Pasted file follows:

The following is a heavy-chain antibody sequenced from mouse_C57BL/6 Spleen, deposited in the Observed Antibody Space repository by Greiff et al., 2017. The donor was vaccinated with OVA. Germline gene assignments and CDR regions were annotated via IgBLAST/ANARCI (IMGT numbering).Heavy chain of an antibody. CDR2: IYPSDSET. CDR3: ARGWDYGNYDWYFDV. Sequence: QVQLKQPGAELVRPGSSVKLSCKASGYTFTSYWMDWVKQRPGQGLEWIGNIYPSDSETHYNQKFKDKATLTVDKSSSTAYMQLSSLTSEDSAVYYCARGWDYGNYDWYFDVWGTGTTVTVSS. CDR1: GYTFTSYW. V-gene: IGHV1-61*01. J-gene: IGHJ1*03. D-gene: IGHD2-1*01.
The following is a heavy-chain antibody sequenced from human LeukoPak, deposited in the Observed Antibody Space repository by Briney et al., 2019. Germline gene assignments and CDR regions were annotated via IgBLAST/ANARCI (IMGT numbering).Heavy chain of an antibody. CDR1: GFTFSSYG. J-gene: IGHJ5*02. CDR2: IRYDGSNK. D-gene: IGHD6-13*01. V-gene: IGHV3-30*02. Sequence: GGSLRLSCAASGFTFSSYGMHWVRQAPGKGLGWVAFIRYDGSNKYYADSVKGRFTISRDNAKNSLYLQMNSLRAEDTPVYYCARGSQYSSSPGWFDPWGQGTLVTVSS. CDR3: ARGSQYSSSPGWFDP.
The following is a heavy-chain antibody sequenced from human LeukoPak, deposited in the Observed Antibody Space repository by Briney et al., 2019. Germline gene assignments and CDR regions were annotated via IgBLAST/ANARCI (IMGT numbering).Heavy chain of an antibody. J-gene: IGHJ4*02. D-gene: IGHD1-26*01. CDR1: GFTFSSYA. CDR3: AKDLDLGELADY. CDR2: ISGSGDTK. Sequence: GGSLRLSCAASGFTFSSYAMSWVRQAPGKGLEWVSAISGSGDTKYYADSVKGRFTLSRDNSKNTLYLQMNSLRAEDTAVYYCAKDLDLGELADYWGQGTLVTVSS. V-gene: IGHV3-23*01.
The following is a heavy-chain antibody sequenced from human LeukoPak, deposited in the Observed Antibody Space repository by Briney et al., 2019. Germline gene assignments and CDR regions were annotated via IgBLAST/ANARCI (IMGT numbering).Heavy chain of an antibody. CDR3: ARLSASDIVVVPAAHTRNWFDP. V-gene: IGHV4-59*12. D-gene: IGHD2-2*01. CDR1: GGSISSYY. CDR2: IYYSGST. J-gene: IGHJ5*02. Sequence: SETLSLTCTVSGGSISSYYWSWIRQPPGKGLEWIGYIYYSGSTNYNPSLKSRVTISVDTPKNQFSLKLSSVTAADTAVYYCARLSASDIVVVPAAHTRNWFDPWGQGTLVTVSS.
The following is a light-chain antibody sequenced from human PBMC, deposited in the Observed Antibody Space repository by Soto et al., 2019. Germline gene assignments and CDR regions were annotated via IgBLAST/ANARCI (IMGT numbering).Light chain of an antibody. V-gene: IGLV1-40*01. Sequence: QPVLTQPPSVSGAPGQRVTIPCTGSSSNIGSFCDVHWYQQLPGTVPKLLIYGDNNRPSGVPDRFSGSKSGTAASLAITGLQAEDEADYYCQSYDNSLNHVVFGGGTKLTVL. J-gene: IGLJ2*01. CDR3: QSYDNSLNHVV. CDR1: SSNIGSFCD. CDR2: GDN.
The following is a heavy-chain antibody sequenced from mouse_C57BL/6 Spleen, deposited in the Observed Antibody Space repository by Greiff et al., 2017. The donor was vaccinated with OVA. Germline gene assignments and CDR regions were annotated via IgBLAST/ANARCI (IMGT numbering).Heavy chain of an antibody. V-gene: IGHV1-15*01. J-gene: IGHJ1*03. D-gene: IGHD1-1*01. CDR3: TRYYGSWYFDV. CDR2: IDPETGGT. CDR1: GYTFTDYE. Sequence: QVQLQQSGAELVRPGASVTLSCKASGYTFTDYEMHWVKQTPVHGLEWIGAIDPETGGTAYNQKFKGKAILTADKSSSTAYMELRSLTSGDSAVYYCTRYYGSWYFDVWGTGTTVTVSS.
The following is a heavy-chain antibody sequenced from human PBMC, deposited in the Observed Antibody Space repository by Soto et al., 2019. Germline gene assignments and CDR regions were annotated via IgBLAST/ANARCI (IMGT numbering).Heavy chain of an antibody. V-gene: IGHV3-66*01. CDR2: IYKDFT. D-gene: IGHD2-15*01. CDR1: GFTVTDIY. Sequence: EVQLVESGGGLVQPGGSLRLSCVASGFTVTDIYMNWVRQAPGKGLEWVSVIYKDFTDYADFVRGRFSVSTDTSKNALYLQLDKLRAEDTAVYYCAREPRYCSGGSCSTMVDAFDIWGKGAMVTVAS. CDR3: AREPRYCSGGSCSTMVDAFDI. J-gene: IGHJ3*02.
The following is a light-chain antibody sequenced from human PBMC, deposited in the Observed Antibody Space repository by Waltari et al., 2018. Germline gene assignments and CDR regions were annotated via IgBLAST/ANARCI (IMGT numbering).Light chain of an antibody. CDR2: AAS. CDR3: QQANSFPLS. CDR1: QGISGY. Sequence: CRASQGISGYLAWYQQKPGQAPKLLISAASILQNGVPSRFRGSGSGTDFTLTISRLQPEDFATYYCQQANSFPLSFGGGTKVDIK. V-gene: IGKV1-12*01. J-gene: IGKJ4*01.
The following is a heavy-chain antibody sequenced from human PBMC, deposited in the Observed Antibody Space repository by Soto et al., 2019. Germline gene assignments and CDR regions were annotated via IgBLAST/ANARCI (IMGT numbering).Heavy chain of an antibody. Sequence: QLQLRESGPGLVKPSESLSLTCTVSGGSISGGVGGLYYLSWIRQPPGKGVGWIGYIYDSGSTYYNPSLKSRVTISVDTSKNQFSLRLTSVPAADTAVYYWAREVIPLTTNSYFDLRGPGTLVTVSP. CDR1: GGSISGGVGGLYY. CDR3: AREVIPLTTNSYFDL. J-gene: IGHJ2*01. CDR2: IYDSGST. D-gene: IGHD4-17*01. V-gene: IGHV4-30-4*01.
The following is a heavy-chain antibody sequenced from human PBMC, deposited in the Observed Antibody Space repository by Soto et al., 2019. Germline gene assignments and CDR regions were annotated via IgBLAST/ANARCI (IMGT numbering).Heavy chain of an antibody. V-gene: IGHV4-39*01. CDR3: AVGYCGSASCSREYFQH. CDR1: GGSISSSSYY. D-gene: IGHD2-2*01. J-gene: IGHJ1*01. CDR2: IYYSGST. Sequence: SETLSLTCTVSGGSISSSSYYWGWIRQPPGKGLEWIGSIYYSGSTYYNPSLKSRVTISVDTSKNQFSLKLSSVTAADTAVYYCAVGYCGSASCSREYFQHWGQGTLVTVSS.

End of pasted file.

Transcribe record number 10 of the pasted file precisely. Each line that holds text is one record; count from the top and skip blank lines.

The following is a heavy-chain antibody sequenced from human PBMC, deposited in the Observed Antibody Space repository by Soto et al., 2019. Germline gene assignments and CDR regions were annotated via IgBLAST/ANARCI (IMGT numbering).Heavy chain of an antibody. V-gene: IGHV4-39*01. CDR3: AVGYCGSASCSREYFQH. CDR1: GGSISSSSYY. D-gene: IGHD2-2*01. J-gene: IGHJ1*01. CDR2: IYYSGST. Sequence: SETLSLTCTVSGGSISSSSYYWGWIRQPPGKGLEWIGSIYYSGSTYYNPSLKSRVTISVDTSKNQFSLKLSSVTAADTAVYYCAVGYCGSASCSREYFQHWGQGTLVTVSS.